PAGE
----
Concert Review - Blue Oyster Cult Live at the RockBar, San Jose, CA.

SAN JOSE, CALIFORNIA - My ear plugs are still vibrating with the sounds of Blue Oyster Cult performing live in late March, at the RockBar in San Jose, California. Passing by all the big limousines in the parking lot, I flew into the venue and right away I could sense the special attention that a radio-friendly hit, or two, can bring to any show.

Review by Camden Barbour * Photos courtesy of Blue Oyster

Blue Oyster Cult has a handful of radio-favorite songs as well as a collection of tunes that diehard fans truly treasure. Since BOC is more than a cult of long-haired metal fans, the RockBar was filled with attendees you might not see at any other rock show.

The radio presence in the lobby adds to the special atmosphere in the otherwise conventional rock club/bar/theatre. There is a slightly higher ratio of high-hair females and young couples than middle aged men in the audience at this BOC show (ok, slightly onward from “middle-aged”).

As I circle around the stage and then the “lounge” area I spot the obligatory Father and Son sitting patiently in the wing-backed chairs near the second tier bar. Obviously everyone in the RockBar is here to see BOC. Even the two opening bands are here to see Blue Oyster Cult. Both My Heavy Memories and Feather Witch (a metal band and a 70s cover band) exist because of bands like BOC. Each band was raised on FM radio hits.

I continued to circle the RockBar waiting for Blue Oyster Cult until the equipment from the second band is cleared out. I move to the floor and join the gathering. It is always fun to watch the busy last minute equipment checks before the band comes out.

The band meanders on stage to a taped-opening I didn’t recognize, until it turned into “OD’d On Life Itself” a rollicking number with two guitars and Eric Bloom singing from center stage. He looks both slick and menacing in his black leather, black sunglasses and black guitar with the BOC emblem on the front.

The second guitar player, Richie Castellano, looks like a cross between Keith Moon and Oliver Reed as he moves around in the space in front of his amp. The drummer, Jules Radino, looks uncannily like Wayne Campbell from Access Illinois. Kasim Sultan stands confidently on the right, seemingly ready for anything. Buck Dharma looks like he is either going to scold you or sell you life insurance. With his permanent beard stubble and an inscrutable expression on his face, he seems to be saying, “settle down Sonny, we’ll get to delivering the goods in our own sweet time.” I watch him play guitar and I totally believe him as he delivers the goods right before my very eyes.

Next, Buck launches into “Before the Kiss, A Redcap” and “Burning For You.” The audience knows this song very well and sings along. These two songs exemplify two great BOC styles. Sure there is bitchin’ guitars in both songs, however, “Before the Kiss” is a rowdy, almost country song where “Burning For You” has all that raucousness tamed down into an excellent pop song.

Eric nonchalantly mentions that Patti Smith co-wrote the next song “Career of Evil.” And then “Shooting Shark,” which Buck sings and Ritchie takes lead guitar, Eric Bloom is on keyboards. Buck’s voice sounds as smooth and spot-on as any of the records.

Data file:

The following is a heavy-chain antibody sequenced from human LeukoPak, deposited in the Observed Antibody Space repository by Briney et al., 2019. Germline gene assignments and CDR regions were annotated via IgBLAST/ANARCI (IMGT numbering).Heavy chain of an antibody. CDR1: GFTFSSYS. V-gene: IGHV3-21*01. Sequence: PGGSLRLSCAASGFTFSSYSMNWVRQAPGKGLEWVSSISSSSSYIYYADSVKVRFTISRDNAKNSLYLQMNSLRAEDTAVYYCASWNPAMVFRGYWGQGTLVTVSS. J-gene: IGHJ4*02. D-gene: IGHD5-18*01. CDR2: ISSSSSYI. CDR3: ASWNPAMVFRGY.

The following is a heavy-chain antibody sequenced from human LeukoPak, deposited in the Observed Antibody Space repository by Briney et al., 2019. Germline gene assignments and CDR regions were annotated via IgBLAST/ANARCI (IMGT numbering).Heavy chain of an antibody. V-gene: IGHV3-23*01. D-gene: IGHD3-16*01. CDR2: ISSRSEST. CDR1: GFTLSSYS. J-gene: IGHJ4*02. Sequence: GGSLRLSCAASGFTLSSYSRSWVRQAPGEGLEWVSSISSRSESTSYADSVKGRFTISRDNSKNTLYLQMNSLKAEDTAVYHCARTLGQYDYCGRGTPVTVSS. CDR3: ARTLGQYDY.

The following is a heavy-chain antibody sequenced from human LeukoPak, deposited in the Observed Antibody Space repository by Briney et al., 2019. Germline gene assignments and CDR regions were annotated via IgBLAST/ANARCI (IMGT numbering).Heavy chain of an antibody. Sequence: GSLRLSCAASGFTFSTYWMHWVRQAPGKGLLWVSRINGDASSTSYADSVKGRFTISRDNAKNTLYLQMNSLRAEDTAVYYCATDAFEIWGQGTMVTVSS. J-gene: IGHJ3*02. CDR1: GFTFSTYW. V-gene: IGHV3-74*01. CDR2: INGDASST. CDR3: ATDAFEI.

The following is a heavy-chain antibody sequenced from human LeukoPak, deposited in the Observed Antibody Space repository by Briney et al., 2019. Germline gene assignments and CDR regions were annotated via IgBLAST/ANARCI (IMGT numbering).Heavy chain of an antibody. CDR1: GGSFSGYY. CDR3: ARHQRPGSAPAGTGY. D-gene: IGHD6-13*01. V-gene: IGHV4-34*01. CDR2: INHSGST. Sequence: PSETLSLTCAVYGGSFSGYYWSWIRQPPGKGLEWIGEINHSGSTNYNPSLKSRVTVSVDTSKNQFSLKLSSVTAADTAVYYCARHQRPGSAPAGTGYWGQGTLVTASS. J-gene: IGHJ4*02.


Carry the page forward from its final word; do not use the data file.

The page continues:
“Harvester of Eyes” is a guitar song, celebrating the guitar and the stadium chorus. The song is the story of a grim reaper of sorts, which BOC presents in a sharp drum and bass line that seems (to me) to be a fanciful “get to meet me” kind of song. All three guitars are on stage and Ritchie uses his green Music Man Axis on his side of the stage. The slightly smaller head stock of this guitar has four tuning pegs on top and two on the bottom so it looks a little unusual. Ritchie, he is such a rebel. Buck Dharma uses his Steinberger, “Cheese” Berger which has no head stock.

“Buck’s Boogie” erupts from the right side of the stage where Buck is, and the rest of the band follows suit. “ME262” could be called heavy metal in that it is a song, roughly about an airplane. BOC brings this song from their early studio album and adds a bright piano and a wickedly cool dive-bomber guitar section.

I personally can’t get enough of “Last Days of May” and I love to see it expanded with Ritchie again on guitar as he shares with Buck... and Mr. Dharma delivers the signature guitar riff with his timeless vocals. Eric plays the keys, and Kasim and Jules lock down the rhythm over which spine tingling guitar solos build into a frenzied, speeded-up ending.

Everyone wants to see “Godzilla” and it is here more quickly than I expect. Again, the riff-heavy song moves like the title character in a lumbering pace toward the center of town. It is a fun song, and one more radio hit. What we didn’t see coming was the opportunity BOC took to highlight the career of their current bass player extraordinaire.

Kasim steps forward as Eric reminds the audience which bands have benefited from Mr. Sultan’s presence. Kaz plays the catch line to Eric’s question, “Do you remember this Joan Jett song?” Kaz whips out the “I Love Rock-n-Roll” riff, then the Todd Rundgren song, “I Don’t Want to Work,” then a Meatloaf favorite. He closes with a bass solo, which runs into a drum solo and then... “Godzilla” returns.

What can be said of “Don’t Fear the Reaper” that hasn’t already been said in comedy shows? This song is one super, super radio-friendly hit.(that is my own rating btw.)

I moved around to the back of the house for the encore. The band blasted out a rocking “Red & Black,” “Hot Rails to Hell” and “Cities on Flames” in a spectacular modern sound that didn’t disappoint. The band delivered the goods and left me exhilarated. I was only sad to see them fly off again.

Opening the show was the 5-piece band My Heavy Memories and the six-piece Feather Witch, featuring two female singers.